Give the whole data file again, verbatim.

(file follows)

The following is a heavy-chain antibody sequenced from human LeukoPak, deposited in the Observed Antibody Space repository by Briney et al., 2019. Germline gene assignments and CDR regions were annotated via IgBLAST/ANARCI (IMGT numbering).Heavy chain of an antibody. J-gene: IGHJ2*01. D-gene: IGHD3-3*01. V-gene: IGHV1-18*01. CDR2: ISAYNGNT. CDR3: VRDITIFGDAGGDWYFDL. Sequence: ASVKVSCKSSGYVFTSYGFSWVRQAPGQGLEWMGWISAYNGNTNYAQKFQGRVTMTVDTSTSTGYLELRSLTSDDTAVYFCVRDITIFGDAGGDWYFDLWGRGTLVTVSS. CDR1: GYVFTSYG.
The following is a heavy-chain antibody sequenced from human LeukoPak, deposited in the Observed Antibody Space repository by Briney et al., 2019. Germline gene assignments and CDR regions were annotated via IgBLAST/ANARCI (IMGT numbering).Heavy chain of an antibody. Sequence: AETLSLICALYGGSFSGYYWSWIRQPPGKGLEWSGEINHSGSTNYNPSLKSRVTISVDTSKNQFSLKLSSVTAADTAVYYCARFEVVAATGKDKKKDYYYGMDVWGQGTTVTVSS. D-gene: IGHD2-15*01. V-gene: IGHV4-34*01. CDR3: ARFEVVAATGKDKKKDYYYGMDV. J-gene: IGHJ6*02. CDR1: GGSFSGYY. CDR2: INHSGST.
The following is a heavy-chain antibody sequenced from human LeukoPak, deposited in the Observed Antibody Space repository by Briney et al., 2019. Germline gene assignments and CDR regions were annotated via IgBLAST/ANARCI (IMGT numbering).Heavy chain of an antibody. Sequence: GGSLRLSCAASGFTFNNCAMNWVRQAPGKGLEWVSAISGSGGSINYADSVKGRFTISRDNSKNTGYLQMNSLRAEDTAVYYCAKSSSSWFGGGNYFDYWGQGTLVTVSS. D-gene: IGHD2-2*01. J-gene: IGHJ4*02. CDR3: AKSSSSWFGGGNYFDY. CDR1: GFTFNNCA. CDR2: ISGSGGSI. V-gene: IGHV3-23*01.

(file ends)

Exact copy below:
The following is a heavy-chain antibody sequenced from human LeukoPak, deposited in the Observed Antibody Space repository by Briney et al., 2019. Germline gene assignments and CDR regions were annotated via IgBLAST/ANARCI (IMGT numbering).Heavy chain of an antibody. J-gene: IGHJ2*01. D-gene: IGHD3-3*01. V-gene: IGHV1-18*01. CDR2: ISAYNGNT. CDR3: VRDITIFGDAGGDWYFDL. Sequence: ASVKVSCKSSGYVFTSYGFSWVRQAPGQGLEWMGWISAYNGNTNYAQKFQGRVTMTVDTSTSTGYLELRSLTSDDTAVYFCVRDITIFGDAGGDWYFDLWGRGTLVTVSS. CDR1: GYVFTSYG.
The following is a heavy-chain antibody sequenced from human LeukoPak, deposited in the Observed Antibody Space repository by Briney et al., 2019. Germline gene assignments and CDR regions were annotated via IgBLAST/ANARCI (IMGT numbering).Heavy chain of an antibody. Sequence: AETLSLICALYGGSFSGYYWSWIRQPPGKGLEWSGEINHSGSTNYNPSLKSRVTISVDTSKNQFSLKLSSVTAADTAVYYCARFEVVAATGKDKKKDYYYGMDVWGQGTTVTVSS. D-gene: IGHD2-15*01. V-gene: IGHV4-34*01. CDR3: ARFEVVAATGKDKKKDYYYGMDV. J-gene: IGHJ6*02. CDR1: GGSFSGYY. CDR2: INHSGST.
The following is a heavy-chain antibody sequenced from human LeukoPak, deposited in the Observed Antibody Space repository by Briney et al., 2019. Germline gene assignments and CDR regions were annotated via IgBLAST/ANARCI (IMGT numbering).Heavy chain of an antibody. Sequence: GGSLRLSCAASGFTFNNCAMNWVRQAPGKGLEWVSAISGSGGSINYADSVKGRFTISRDNSKNTGYLQMNSLRAEDTAVYYCAKSSSSWFGGGNYFDYWGQGTLVTVSS. D-gene: IGHD2-2*01. J-gene: IGHJ4*02. CDR3: AKSSSSWFGGGNYFDY. CDR1: GFTFNNCA. CDR2: ISGSGGSI. V-gene: IGHV3-23*01.